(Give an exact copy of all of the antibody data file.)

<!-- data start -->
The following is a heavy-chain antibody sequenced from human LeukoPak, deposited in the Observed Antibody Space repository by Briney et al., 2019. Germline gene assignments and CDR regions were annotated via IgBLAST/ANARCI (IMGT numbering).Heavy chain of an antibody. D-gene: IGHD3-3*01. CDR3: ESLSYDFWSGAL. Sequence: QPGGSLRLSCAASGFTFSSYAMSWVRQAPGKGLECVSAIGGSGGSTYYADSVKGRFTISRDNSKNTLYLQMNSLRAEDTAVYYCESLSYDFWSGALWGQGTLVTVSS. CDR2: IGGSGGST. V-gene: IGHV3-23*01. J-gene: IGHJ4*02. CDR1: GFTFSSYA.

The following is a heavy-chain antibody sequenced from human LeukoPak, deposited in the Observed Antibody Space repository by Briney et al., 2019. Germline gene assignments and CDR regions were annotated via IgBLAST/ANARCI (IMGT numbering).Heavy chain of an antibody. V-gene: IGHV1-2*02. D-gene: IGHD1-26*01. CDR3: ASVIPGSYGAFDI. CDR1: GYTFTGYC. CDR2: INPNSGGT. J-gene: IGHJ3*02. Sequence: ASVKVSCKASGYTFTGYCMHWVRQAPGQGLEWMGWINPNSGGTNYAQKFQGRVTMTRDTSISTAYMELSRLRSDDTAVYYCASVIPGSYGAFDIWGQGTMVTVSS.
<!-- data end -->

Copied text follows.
The following is a heavy-chain antibody sequenced from human LeukoPak, deposited in the Observed Antibody Space repository by Briney et al., 2019. Germline gene assignments and CDR regions were annotated via IgBLAST/ANARCI (IMGT numbering).Heavy chain of an antibody. D-gene: IGHD3-3*01. CDR3: ESLSYDFWSGAL. Sequence: QPGGSLRLSCAASGFTFSSYAMSWVRQAPGKGLECVSAIGGSGGSTYYADSVKGRFTISRDNSKNTLYLQMNSLRAEDTAVYYCESLSYDFWSGALWGQGTLVTVSS. CDR2: IGGSGGST. V-gene: IGHV3-23*01. J-gene: IGHJ4*02. CDR1: GFTFSSYA.

The following is a heavy-chain antibody sequenced from human LeukoPak, deposited in the Observed Antibody Space repository by Briney et al., 2019. Germline gene assignments and CDR regions were annotated via IgBLAST/ANARCI (IMGT numbering).Heavy chain of an antibody. V-gene: IGHV1-2*02. D-gene: IGHD1-26*01. CDR3: ASVIPGSYGAFDI. CDR1: GYTFTGYC. CDR2: INPNSGGT. J-gene: IGHJ3*02. Sequence: ASVKVSCKASGYTFTGYCMHWVRQAPGQGLEWMGWINPNSGGTNYAQKFQGRVTMTRDTSISTAYMELSRLRSDDTAVYYCASVIPGSYGAFDIWGQGTMVTVSS.